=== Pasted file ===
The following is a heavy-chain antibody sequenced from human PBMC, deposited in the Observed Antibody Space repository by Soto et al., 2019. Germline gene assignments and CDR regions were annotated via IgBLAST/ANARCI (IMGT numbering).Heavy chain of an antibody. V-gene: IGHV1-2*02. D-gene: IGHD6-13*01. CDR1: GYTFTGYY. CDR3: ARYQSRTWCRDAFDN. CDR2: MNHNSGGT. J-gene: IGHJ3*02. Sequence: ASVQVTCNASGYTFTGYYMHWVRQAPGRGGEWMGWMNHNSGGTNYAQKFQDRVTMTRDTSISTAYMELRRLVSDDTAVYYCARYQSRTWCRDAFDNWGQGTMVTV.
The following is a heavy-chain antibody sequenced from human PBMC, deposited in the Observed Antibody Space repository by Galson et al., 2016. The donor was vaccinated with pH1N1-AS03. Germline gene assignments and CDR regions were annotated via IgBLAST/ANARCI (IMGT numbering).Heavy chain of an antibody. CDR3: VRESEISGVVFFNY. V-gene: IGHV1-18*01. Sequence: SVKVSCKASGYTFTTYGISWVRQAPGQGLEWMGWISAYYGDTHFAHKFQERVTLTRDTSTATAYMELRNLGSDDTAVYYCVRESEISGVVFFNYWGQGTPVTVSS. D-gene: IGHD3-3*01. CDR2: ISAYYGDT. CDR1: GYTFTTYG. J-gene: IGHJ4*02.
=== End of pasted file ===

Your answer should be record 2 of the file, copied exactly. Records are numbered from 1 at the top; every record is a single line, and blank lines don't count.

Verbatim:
The following is a heavy-chain antibody sequenced from human PBMC, deposited in the Observed Antibody Space repository by Galson et al., 2016. The donor was vaccinated with pH1N1-AS03. Germline gene assignments and CDR regions were annotated via IgBLAST/ANARCI (IMGT numbering).Heavy chain of an antibody. CDR3: VRESEISGVVFFNY. V-gene: IGHV1-18*01. Sequence: SVKVSCKASGYTFTTYGISWVRQAPGQGLEWMGWISAYYGDTHFAHKFQERVTLTRDTSTATAYMELRNLGSDDTAVYYCVRESEISGVVFFNYWGQGTPVTVSS. D-gene: IGHD3-3*01. CDR2: ISAYYGDT. CDR1: GYTFTTYG. J-gene: IGHJ4*02.